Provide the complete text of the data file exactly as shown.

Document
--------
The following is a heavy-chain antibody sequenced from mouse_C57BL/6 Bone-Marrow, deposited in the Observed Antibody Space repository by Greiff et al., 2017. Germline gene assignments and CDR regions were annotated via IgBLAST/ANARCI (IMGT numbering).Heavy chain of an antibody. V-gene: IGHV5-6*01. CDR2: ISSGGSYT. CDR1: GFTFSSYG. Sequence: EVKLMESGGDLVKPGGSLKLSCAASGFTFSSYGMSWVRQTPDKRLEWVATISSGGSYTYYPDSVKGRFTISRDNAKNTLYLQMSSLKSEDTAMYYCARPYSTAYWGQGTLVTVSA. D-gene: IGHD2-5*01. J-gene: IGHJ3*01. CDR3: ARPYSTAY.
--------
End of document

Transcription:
The following is a heavy-chain antibody sequenced from mouse_C57BL/6 Bone-Marrow, deposited in the Observed Antibody Space repository by Greiff et al., 2017. Germline gene assignments and CDR regions were annotated via IgBLAST/ANARCI (IMGT numbering).Heavy chain of an antibody. V-gene: IGHV5-6*01. CDR2: ISSGGSYT. CDR1: GFTFSSYG. Sequence: EVKLMESGGDLVKPGGSLKLSCAASGFTFSSYGMSWVRQTPDKRLEWVATISSGGSYTYYPDSVKGRFTISRDNAKNTLYLQMSSLKSEDTAMYYCARPYSTAYWGQGTLVTVSA. D-gene: IGHD2-5*01. J-gene: IGHJ3*01. CDR3: ARPYSTAY.